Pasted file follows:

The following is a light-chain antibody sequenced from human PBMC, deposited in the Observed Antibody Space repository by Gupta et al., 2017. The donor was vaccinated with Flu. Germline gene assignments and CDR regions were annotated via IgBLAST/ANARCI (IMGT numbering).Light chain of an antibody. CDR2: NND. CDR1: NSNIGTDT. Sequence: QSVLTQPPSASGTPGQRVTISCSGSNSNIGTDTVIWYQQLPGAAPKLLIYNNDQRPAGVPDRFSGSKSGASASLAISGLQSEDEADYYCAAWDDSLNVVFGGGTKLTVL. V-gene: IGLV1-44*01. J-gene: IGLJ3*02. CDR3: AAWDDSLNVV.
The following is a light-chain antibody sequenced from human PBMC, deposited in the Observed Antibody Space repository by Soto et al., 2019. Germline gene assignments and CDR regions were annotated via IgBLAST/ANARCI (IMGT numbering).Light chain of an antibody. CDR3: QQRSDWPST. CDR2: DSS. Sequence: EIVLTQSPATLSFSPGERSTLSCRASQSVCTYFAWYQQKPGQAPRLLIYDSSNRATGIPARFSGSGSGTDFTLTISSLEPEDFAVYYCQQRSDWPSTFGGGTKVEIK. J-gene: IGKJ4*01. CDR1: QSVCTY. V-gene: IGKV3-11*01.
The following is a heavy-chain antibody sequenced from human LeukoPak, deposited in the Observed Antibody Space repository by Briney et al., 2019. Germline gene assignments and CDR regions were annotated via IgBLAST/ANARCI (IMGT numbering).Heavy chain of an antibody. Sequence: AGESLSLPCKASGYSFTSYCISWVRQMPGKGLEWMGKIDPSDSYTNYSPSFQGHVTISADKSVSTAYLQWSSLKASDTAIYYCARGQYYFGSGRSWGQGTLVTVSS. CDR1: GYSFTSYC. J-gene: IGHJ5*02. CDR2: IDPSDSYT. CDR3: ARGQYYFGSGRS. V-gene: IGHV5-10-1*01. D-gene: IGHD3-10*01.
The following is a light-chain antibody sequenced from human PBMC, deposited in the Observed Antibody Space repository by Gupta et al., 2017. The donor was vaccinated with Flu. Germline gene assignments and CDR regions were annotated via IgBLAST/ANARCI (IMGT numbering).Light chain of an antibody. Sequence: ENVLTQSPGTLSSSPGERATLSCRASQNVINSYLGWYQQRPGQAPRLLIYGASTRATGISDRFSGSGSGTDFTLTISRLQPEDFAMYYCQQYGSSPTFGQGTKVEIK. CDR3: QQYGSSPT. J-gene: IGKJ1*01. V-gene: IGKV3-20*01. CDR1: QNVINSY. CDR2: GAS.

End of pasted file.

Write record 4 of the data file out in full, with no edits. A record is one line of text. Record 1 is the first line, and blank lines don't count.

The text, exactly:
The following is a light-chain antibody sequenced from human PBMC, deposited in the Observed Antibody Space repository by Gupta et al., 2017. The donor was vaccinated with Flu. Germline gene assignments and CDR regions were annotated via IgBLAST/ANARCI (IMGT numbering).Light chain of an antibody. Sequence: ENVLTQSPGTLSSSPGERATLSCRASQNVINSYLGWYQQRPGQAPRLLIYGASTRATGISDRFSGSGSGTDFTLTISRLQPEDFAMYYCQQYGSSPTFGQGTKVEIK. CDR3: QQYGSSPT. J-gene: IGKJ1*01. V-gene: IGKV3-20*01. CDR1: QNVINSY. CDR2: GAS.